To divest yourself from the traditional medical community, here are eight low-tech steps you can take starting TODAY:

  1. Walk a lot. You don't even need to run. Understand that it's not about burning calories. It's about the movement itself and the subtle changes walking (or easy cycling or swimming or any other low-level aerobic movement) bring about in gene expression.
  2. Lift weights twice a week for 30 minutes. Forget those admonitions about hour-long workouts and several days a week. Research shows you can optimize strength and health on as little as two short workouts a week.
  3. Dramatically reduce or eliminate sugars and grains. These two elements of the Standard American diet are responsible for most of the ills that befall society. This includes whole grains (read more about why here…)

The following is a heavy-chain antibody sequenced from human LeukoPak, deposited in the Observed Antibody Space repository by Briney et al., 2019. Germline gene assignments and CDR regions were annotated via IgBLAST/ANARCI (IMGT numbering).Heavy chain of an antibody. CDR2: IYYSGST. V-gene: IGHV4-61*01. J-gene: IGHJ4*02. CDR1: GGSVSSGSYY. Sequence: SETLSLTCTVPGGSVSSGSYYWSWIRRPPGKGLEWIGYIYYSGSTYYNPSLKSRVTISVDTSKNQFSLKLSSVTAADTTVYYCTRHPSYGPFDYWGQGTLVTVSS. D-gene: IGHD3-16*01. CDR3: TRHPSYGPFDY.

4. Cut out trans and hydrogenated fats. These are the "frankenfats" that interfere with our cells' optimal operation. Replace them with healthy fats like Omega 3s, monounsaturated fats and even certain saturated fats.
  5. Don't smoke. 43,000,000 Americans still smoke, even though we've known for 50 years that smoking is a proximate cause of lung cancer and a litany of other maladies.
  6. Limit alcohol intake. If you must, a little once in a while won't kill you. More than that increases your risk for illness.
  7. Get sunlight or take a vitamin D supplement. Vitamin D is essential to maintaining a strong immune system. The medical establishment's admonition to shun the sun may be largely responsible for the "epidemic" of lowered immunity that opens the door to many serious illnesses.